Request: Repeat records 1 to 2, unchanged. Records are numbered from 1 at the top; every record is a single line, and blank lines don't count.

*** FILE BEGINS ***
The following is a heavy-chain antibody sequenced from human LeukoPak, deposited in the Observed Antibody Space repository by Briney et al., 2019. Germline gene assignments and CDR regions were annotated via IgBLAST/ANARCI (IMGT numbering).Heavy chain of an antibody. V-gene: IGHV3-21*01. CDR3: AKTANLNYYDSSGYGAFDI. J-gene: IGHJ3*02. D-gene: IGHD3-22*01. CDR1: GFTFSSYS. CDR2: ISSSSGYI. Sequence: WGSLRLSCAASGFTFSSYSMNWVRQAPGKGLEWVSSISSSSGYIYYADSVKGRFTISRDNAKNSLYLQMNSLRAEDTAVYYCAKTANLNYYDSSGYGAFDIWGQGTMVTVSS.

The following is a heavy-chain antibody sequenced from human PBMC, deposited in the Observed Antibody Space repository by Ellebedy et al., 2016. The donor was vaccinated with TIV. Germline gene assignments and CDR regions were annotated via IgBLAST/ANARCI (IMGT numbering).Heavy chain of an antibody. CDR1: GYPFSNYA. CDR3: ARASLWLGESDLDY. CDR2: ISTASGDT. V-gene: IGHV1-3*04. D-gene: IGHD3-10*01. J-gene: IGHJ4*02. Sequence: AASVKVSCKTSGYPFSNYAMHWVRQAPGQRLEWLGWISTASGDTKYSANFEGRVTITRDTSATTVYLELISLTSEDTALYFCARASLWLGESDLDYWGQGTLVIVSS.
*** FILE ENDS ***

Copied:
The following is a heavy-chain antibody sequenced from human LeukoPak, deposited in the Observed Antibody Space repository by Briney et al., 2019. Germline gene assignments and CDR regions were annotated via IgBLAST/ANARCI (IMGT numbering).Heavy chain of an antibody. V-gene: IGHV3-21*01. CDR3: AKTANLNYYDSSGYGAFDI. J-gene: IGHJ3*02. D-gene: IGHD3-22*01. CDR1: GFTFSSYS. CDR2: ISSSSGYI. Sequence: WGSLRLSCAASGFTFSSYSMNWVRQAPGKGLEWVSSISSSSGYIYYADSVKGRFTISRDNAKNSLYLQMNSLRAEDTAVYYCAKTANLNYYDSSGYGAFDIWGQGTMVTVSS.

The following is a heavy-chain antibody sequenced from human PBMC, deposited in the Observed Antibody Space repository by Ellebedy et al., 2016. The donor was vaccinated with TIV. Germline gene assignments and CDR regions were annotated via IgBLAST/ANARCI (IMGT numbering).Heavy chain of an antibody. CDR1: GYPFSNYA. CDR3: ARASLWLGESDLDY. CDR2: ISTASGDT. V-gene: IGHV1-3*04. D-gene: IGHD3-10*01. J-gene: IGHJ4*02. Sequence: AASVKVSCKTSGYPFSNYAMHWVRQAPGQRLEWLGWISTASGDTKYSANFEGRVTITRDTSATTVYLELISLTSEDTALYFCARASLWLGESDLDYWGQGTLVIVSS.